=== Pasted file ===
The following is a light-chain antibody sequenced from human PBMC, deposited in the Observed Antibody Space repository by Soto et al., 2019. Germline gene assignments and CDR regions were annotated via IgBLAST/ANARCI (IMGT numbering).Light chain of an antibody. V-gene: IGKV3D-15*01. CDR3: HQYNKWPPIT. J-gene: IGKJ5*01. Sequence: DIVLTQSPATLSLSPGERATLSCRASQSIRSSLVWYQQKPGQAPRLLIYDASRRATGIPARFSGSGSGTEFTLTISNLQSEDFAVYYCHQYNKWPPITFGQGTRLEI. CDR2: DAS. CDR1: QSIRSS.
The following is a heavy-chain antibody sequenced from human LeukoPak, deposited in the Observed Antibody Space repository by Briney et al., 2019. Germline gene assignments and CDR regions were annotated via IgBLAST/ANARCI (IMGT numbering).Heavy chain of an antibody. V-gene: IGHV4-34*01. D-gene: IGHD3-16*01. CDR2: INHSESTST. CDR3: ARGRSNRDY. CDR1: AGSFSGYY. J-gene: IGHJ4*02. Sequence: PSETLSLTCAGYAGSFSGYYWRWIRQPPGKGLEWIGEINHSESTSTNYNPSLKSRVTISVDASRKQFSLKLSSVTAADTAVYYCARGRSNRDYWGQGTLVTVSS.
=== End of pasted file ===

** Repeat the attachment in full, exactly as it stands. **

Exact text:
The following is a light-chain antibody sequenced from human PBMC, deposited in the Observed Antibody Space repository by Soto et al., 2019. Germline gene assignments and CDR regions were annotated via IgBLAST/ANARCI (IMGT numbering).Light chain of an antibody. V-gene: IGKV3D-15*01. CDR3: HQYNKWPPIT. J-gene: IGKJ5*01. Sequence: DIVLTQSPATLSLSPGERATLSCRASQSIRSSLVWYQQKPGQAPRLLIYDASRRATGIPARFSGSGSGTEFTLTISNLQSEDFAVYYCHQYNKWPPITFGQGTRLEI. CDR2: DAS. CDR1: QSIRSS.
The following is a heavy-chain antibody sequenced from human LeukoPak, deposited in the Observed Antibody Space repository by Briney et al., 2019. Germline gene assignments and CDR regions were annotated via IgBLAST/ANARCI (IMGT numbering).Heavy chain of an antibody. V-gene: IGHV4-34*01. D-gene: IGHD3-16*01. CDR2: INHSESTST. CDR3: ARGRSNRDY. CDR1: AGSFSGYY. J-gene: IGHJ4*02. Sequence: PSETLSLTCAGYAGSFSGYYWRWIRQPPGKGLEWIGEINHSESTSTNYNPSLKSRVTISVDASRKQFSLKLSSVTAADTAVYYCARGRSNRDYWGQGTLVTVSS.